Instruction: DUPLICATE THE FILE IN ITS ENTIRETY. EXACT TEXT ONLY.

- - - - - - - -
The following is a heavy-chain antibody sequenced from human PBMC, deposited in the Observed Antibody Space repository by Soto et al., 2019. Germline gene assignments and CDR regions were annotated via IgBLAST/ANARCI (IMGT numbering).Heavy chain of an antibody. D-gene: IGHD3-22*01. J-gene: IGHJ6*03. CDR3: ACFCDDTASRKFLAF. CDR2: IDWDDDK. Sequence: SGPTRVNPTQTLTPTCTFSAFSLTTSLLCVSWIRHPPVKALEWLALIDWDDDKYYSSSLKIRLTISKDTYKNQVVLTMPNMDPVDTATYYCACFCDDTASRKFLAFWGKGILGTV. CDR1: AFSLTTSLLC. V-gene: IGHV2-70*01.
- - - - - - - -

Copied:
The following is a heavy-chain antibody sequenced from human PBMC, deposited in the Observed Antibody Space repository by Soto et al., 2019. Germline gene assignments and CDR regions were annotated via IgBLAST/ANARCI (IMGT numbering).Heavy chain of an antibody. D-gene: IGHD3-22*01. J-gene: IGHJ6*03. CDR3: ACFCDDTASRKFLAF. CDR2: IDWDDDK. Sequence: SGPTRVNPTQTLTPTCTFSAFSLTTSLLCVSWIRHPPVKALEWLALIDWDDDKYYSSSLKIRLTISKDTYKNQVVLTMPNMDPVDTATYYCACFCDDTASRKFLAFWGKGILGTV. CDR1: AFSLTTSLLC. V-gene: IGHV2-70*01.